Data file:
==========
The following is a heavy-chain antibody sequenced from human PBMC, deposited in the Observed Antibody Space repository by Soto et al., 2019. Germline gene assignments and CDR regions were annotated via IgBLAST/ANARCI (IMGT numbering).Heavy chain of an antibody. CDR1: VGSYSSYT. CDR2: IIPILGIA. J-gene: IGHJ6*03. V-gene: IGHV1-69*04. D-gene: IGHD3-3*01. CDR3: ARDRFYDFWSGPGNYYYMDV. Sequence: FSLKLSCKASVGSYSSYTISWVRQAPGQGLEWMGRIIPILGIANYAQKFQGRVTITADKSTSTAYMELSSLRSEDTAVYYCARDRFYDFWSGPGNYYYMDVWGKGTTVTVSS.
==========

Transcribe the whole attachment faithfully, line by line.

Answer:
The following is a heavy-chain antibody sequenced from human PBMC, deposited in the Observed Antibody Space repository by Soto et al., 2019. Germline gene assignments and CDR regions were annotated via IgBLAST/ANARCI (IMGT numbering).Heavy chain of an antibody. CDR1: VGSYSSYT. CDR2: IIPILGIA. J-gene: IGHJ6*03. V-gene: IGHV1-69*04. D-gene: IGHD3-3*01. CDR3: ARDRFYDFWSGPGNYYYMDV. Sequence: FSLKLSCKASVGSYSSYTISWVRQAPGQGLEWMGRIIPILGIANYAQKFQGRVTITADKSTSTAYMELSSLRSEDTAVYYCARDRFYDFWSGPGNYYYMDVWGKGTTVTVSS.